The null hypothesis, called \(H_0\), is one where model does not fit the data, versus \(H_1\) where it does fit the data. To test this, the calculated \(F_0 = 1778\) greatly exceeds the critical value \(11.26\) at the \(1\)% level calculated from the \(F\)-distribution \(f(0.01, 1, n -2)\). This suggests that \(x\) has a significant effect upon \(y\). This result from the ANOVA table is hardly surprising because the data is clearly well described by a straight line.

The critical value of \(F_0\) is calculated using Python with the \(f\) distribution loaded via scipy.stats defined the top of the page. (You must avoid using symbol \(f\) in any other python as this overwrites the stats value). The ppf function below gives the quantile value needed at the \(1\)% level, hence the \(0.99\) used below,

```
f.ppf(0.99,1,8) # f is name of distribution, see top of page, from scipy.stats ....
```

## 6.7 Correlation coefficients#

The correlation coefficient \(R\) is often listed among the parameters when a spreadsheet or graphing package is used to analyse a straight line fit. It represents the proportion of the variation (information) in \(y\) that can be accounted for by its relationship with \(x\). However, in the physical and many of the biological sciences, this is a not a useful quantity and *should be avoided* as a measure of how well a straight line describes the data.

The reason is that what would be considered as a good fit has a correlation coefficient of, for example, \(R = 0.99\) and a poor fit perhaps a value of \(0.98\), which is so similar that it provides very poor discrimination between good and bad fits. This poor discrimination is illustrated if larger and larger random numbers are added to the data and the least squares fitting repeated until \(R\) decreases slightly to \(0.98\). However, the reduced \(\chi^2\) has now increased to \(\approx 8\) i.e. by about ten times, instead of being \(\approx 1\), indicating that now, with the added random values, the model is a very poor fit to the data.

If \(R\) is the sample correlation coefficient then \(0 \lt R \lt 1\) and is defined as \(R = b\sqrt{S_{xx} /S_{yy}}\) and as the \(S_{xx}\) and \(S_{yy}\) depend only on the data points, the ratio is a constant multiplied by the gradient \(b\) and this is why it is a poor statistic. The constant part is the ‘spread’ of the \(x\) values divided by that of the \(y\).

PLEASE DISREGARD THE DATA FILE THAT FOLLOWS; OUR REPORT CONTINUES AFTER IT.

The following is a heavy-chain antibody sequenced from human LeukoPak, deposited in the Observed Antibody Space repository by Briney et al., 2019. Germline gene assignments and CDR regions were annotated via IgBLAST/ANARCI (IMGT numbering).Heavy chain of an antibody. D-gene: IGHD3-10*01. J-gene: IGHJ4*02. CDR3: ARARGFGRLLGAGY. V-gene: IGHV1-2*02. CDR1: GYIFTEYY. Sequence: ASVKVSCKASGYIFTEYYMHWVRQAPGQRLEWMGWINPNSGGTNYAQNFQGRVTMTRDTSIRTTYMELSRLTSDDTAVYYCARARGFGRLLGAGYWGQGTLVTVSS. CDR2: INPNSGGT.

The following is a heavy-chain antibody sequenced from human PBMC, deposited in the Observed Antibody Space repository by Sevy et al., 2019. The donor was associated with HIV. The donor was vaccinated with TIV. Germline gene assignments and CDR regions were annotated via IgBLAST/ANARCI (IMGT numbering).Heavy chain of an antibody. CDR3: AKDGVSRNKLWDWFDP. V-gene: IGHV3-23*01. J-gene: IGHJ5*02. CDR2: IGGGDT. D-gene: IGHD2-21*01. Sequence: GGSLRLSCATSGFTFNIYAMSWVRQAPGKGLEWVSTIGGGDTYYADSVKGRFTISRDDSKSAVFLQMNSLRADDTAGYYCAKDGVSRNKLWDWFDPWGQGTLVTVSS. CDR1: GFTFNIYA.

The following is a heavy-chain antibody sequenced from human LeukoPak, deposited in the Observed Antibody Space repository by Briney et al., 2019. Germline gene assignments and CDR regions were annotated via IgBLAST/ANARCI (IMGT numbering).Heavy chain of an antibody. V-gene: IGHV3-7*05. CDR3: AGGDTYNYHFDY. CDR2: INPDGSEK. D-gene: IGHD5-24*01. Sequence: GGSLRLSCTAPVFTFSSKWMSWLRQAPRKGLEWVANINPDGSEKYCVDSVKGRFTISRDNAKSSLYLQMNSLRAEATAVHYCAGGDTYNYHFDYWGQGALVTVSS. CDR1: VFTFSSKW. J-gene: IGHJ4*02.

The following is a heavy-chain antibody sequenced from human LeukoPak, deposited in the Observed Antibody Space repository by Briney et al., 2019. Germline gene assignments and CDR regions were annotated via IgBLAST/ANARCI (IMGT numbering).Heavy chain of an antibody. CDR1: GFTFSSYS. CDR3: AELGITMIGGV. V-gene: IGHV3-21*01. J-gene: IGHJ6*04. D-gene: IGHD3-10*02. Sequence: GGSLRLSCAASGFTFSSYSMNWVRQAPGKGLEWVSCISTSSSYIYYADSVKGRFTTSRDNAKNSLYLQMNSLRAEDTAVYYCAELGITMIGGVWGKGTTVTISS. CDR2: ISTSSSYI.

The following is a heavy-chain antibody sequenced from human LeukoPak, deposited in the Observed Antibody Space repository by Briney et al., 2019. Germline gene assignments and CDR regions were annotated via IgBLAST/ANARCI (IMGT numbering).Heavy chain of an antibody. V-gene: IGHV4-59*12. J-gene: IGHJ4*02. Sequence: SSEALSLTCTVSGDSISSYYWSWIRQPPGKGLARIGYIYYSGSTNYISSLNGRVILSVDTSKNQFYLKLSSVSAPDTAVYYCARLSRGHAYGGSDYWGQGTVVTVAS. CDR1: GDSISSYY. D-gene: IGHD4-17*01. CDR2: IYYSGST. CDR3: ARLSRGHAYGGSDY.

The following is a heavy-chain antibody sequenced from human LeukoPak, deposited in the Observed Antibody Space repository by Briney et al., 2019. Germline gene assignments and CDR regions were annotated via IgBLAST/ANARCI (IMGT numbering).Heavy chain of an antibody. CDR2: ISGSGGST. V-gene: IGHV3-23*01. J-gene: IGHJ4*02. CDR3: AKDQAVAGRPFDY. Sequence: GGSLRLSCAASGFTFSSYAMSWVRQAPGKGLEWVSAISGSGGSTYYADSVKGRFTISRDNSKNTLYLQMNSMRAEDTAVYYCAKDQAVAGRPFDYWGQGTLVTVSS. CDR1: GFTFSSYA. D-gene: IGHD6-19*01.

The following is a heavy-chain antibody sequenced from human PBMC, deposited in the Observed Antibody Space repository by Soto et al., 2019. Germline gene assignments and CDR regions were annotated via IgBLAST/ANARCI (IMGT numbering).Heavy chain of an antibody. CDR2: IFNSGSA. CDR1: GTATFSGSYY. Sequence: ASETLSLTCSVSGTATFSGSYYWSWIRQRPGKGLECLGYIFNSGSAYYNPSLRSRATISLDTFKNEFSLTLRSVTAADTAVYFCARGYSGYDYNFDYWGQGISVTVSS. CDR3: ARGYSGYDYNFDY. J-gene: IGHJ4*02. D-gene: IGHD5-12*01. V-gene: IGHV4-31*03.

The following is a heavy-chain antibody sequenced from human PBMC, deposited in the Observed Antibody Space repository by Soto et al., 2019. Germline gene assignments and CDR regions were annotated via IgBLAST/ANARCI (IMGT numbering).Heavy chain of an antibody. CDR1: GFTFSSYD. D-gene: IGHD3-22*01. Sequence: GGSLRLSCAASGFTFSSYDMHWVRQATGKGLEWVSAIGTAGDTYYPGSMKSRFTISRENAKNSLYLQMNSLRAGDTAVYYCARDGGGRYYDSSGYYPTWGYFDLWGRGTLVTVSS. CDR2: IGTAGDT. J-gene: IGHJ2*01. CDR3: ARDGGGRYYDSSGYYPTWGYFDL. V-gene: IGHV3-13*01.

## 6.8 What function should I use for a linear fit, \(y=bx\) or \(y=a+bx\) ?#

After completing an experiment you will have data that describes the effect that you are examining. You should also have a model/hypothesis that produces an equation that describes the same effect. We will suppose, for simplicity, that you need a linear least squares fit to your data to obtain the parameters in your model.

A basic undergraduate experiment is to use a spectrophotometer to measure the optical density of a series of solutions of known concentration to form a calibration curve, and then to determine an unknown concentration. The calibration curve has the simple form

where \(D_\lambda\) is the optical density, at wavelength \(\lambda\), \(\epsilon_\lambda\) the extinction coefficient, \(\ell\) the sample path length and \([C]\) the concentration, thus the gradient is \(\epsilon_\lambda \ell\). A second example is the Stern_Volmer equation, which describes the relative fluorescence yield as a result of quenching at quencher concentration \([Q]\). (See Chapter 10, Q10 and Q8 of this Chapter). This equation has the form

The fluorescence yield is \(\varphi\) at quencher concentration \([Q]\), \(\varphi_0\) the yield without quencher and \(K\) the Stern-Volmer constant. This equation can also be written equivalently as